Reply

  5. By ESP on Aug 15, 2009

    Hi Linda.
    I am right there with you on the kiddie pool-cooling down factor, although I must look extremely bizarre with my 6ft2 frame curling around the edge of it, trying to fit inside it’s confined interior along with my two squirmy hobbits, and their oversized feet!

    I opted for the non-inflatable version this year (I must say, a new & welcome innovation) after I had had my near-death-blowing an inflatable-one-up experience in August of last year. Even though my new model was not inflatable, it naturally still developed a leak, requiring yet again a healthy portion of red-neck duct-tape.
    Well, it simply would not be August without frantically searching for a tiny hole in a massive plastic object in 105 degree heat!
    Ah the sheer joy,
    ESP.

    Reply

  6. By Annie in Austin on Aug 16, 2009

    You’re a trouper to do Bloom Day this year, Linda… guess I could have put up the blue plumbago and a surviving tropical milk weed and a plumeria, too. Next time I see a dropped blossom on the patio it’s going in a tiny vase – cool idea!

    Your Althea/Rose of Sharon looks good in the container and is probably safer there until the promised El Nino arrives ;-]

    Annie at the Transplantable Rose

    Reply

  7. By Jo Dwyer on Aug 18, 2009

    Looking at these beautiful photos while enjoying the air-conditioned comfort of the computer room makes me almost forget what it’s like outside. Almost. We also missed out on the rain, and although most of our flowers are the ones on vegetable plants inside the farm fence, I’d been hopeful over the five blue plumbago bushes I planted around the perimeter of the house in the spring.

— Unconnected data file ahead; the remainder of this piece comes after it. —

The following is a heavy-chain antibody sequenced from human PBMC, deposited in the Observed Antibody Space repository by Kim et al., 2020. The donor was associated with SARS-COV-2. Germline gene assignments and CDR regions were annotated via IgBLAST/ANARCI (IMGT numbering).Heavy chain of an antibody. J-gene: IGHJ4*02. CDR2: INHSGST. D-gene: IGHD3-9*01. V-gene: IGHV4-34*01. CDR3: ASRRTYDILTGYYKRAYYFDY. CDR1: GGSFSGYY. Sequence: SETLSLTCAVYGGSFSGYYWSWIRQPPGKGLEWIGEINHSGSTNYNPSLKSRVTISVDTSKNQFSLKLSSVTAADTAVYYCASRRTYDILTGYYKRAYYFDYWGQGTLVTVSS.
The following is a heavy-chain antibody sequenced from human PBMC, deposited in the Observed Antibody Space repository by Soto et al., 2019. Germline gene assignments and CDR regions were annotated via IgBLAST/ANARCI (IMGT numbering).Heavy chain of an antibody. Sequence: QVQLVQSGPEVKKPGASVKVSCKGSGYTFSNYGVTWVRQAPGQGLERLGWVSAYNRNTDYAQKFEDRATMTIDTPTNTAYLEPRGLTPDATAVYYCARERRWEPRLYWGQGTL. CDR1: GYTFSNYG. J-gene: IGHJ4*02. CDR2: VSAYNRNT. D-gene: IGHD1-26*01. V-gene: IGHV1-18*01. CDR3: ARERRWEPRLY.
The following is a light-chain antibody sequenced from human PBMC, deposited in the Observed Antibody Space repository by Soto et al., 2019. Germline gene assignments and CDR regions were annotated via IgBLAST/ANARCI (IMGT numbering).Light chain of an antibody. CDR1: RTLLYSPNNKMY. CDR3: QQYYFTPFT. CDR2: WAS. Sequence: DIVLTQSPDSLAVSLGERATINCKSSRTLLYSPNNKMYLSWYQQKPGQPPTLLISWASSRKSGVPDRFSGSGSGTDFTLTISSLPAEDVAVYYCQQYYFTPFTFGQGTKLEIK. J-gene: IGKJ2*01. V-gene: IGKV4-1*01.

Yet who knew that chickens LOVE plumbago? Apparently they’re delicious. Every day when we open the henhouse, the girls run straight to them.

    Since the hens won’t allow my own flower garden, at least I get to enjoy yours — even if only the ones in pots! Thanks for sharing.

    Jo

    Reply

  8. By Dee/reddirtramblings on Aug 20, 2009

    I think it’s amazing how much you do have blooming your garden. We had the heat in June, for heaven’s sakes, and I thought, wait, that’s supposed to be in August. This month, we’ve had a lot of rain and cooler temperatures. I’m going to wish for that for Texas too. You all are tough, but you deserve a break.~~Dee

    Reply

  9. By renee (renee's roots) on Aug 22, 2009

    Linda, every single bloom photo is gorgeous. You are quite the photographer, even when you’re sweating. Hurry up, October!

    Reply

  10. By Jenny Peterson on Sep 18, 2009

    Great pictures, Linda! I do balcony gardening now and have been sticking with succulents, but it’s good to see in-ground blooming plants out there!

    Reply

  11. By Terry Beckett on Apr 15, 2011

    Wonderful post and photographs-every bloom looks fantastic.

    Reply

  12. By Caleb Goode on Jun 21, 2014

    I was just wondering if you knew the name of that ornamental pepper? My dad found some seeds in the cracks of a passenger airplane’s baggage hold… put ‘em in dirt, and grew the hottest peppers I have ever had. I now have a couple that he planted for me, and want to know what to call them when I’m sharing them with others. Thanks!

    Reply

    Linda reply on June 21st, 2014 2:58 pm:

    Hi, Caleb! Thanks for writing. I just got them as ornamental peppers. Yahoo for your dad’s foundlings! They could be pequins or tepins, too. They are perennial where my ornamentals or annuals unless protected in winter. But as you discovered, they seed back readily if nipped.

    Reply